"Come and see;" and if you see where He dwells abide with Him. You must be with Jesus or with Satan, the god of this world. First abide with Him, and then become a preacher. So did one of them which heard John the preacher, whose name was Andrew, Simon Peter's brother. He becomes a preacher to the first person he meets. He did not wait until he could get a room, or begin to preach in a room, a chapel, or a hall. "He first findeth his own brother Simon." Oh, if every true follower of Jesus, the Lamb of God, would just go out and seek a brother Simon! Now mark the preaching of Andrew. He says, "We have found the Messias, which is, being interpreted, the Christ." This was true, but we should say much more ― "We have found the Saviour!" Nay, He hath found us. Ah, this kind of preaching would have far more effect than all the learned eloquence in the world.

You walk out in the street, or elsewhere. Who is this? Here comes Simon. For years he has been seeking salvation by law-keeping, by sacraments, by works, by his church, as he calls it. But he is saying to himself, I am as far off as ever. No rest, no real peace. I cannot say I am saved. I cannot look death and judgment in the face; and there are so many opinions I am bewildered; and I have so many sins; I try to forget them but it will not do. Oh, that I could find out the right thing.

Now speak to him; tell him. Just take him by the hand, and try Andrew's sermon. Say, if you can, "I have found the Saviour," the only Saviour; I have found him; I have found all you need in Jesus, the Lamb of God. And just do as Andrew did, "he brought him to Jesus." Mind you do this. Do not bring him to what men call the church, or to any sect or party on earth. "And he brought him to Jesus. And when Jesus beheld him, he said, Thou art Simon the son of Jona." Yes, it was the very future apostle Peter brought to Jesus by this little sermon-preaching of Andrew.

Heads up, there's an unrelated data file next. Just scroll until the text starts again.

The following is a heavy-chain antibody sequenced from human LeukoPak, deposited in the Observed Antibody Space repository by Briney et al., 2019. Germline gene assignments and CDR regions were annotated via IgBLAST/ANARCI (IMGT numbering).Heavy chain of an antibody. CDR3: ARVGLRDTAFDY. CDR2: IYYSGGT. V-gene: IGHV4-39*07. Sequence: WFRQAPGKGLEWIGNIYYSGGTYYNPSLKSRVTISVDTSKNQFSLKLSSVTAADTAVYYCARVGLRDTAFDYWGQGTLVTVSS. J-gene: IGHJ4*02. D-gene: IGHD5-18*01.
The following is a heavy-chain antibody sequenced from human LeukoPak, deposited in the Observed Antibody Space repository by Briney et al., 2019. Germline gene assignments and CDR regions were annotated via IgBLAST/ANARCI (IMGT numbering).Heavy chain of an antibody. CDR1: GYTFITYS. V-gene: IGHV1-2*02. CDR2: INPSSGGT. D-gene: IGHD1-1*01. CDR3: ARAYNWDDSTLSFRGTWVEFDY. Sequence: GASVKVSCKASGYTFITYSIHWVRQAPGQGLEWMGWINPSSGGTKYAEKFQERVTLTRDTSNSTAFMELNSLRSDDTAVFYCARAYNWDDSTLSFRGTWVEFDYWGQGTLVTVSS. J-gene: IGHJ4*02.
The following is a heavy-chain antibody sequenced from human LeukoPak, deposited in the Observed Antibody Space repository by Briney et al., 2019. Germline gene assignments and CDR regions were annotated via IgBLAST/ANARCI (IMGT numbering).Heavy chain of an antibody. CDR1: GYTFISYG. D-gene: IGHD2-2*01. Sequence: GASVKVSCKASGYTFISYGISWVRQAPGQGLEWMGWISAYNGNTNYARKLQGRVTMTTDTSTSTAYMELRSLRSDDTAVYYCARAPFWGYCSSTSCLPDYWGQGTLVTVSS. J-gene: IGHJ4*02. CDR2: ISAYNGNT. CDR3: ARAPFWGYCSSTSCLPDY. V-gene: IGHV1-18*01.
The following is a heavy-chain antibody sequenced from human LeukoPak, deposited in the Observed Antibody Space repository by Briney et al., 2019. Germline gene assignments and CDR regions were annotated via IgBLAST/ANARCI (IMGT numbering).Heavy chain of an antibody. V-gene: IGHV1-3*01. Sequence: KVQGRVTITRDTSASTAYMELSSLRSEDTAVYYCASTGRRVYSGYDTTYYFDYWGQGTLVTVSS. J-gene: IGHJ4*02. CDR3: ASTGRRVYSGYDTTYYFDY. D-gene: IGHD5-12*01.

And mark, this was the way of Jesus. "The day following, Jesus would go forth into Galilee, and findeth Philip, and saith unto him, Follow me." It is quite true the Holy Ghost can and did, and at times still does, work after the Pentecostal way. Thousands heard, and thousands were truly converted, and gathered to the Lord. But John wrote his gospel long after those Pentecostal times; and does he not give by inspiration, that which continues the end? And this is most encouraging for us in these days, when popular preaching may be popular infidelity, or gross superstition.

Philip was immediately imbued with the same spirit: "Philip findeth Nathanael, and saith unto  him, We have found him, of whom Moses in the law, and the prophets did write, Jesus of Nazareth, the son of Joseph." Now Nathanael seems to have been a religious Jew. He had been deeply exercised in soul beneath the fig tree, no doubt in self-judgment, and thus without guile, as an Israelite. This religious man was shocked at the thought of any real good coming out of despised Nazareth. Oh, think of Jerusalem the established, with its priests and its temple. Is it not exactly so now? The place where Jesus is in the midst is ever despised. Can there be any good there? "Philip saith unto him, Come and see." Yes. tell the religious man, Nathanael, you have found all he needs (and seeks in vain to find) in Jesus of Nazareth; and say to him, "Come and see." And whom did he find the despised Nazarene to be? He says, "Rabbi, thou art the Son of God."

The Lord give us more of this kind of preaching, telling to others what a Saviour we have found; bringing souls to the blessed Person of Jesus, Lamb of God. And how ready He is to receive them. Oh, beloved reader, have you come to Jesus? Do you abide with Him? Do you follow Him? Then surely you can tell your brother Simon. C. Stanley.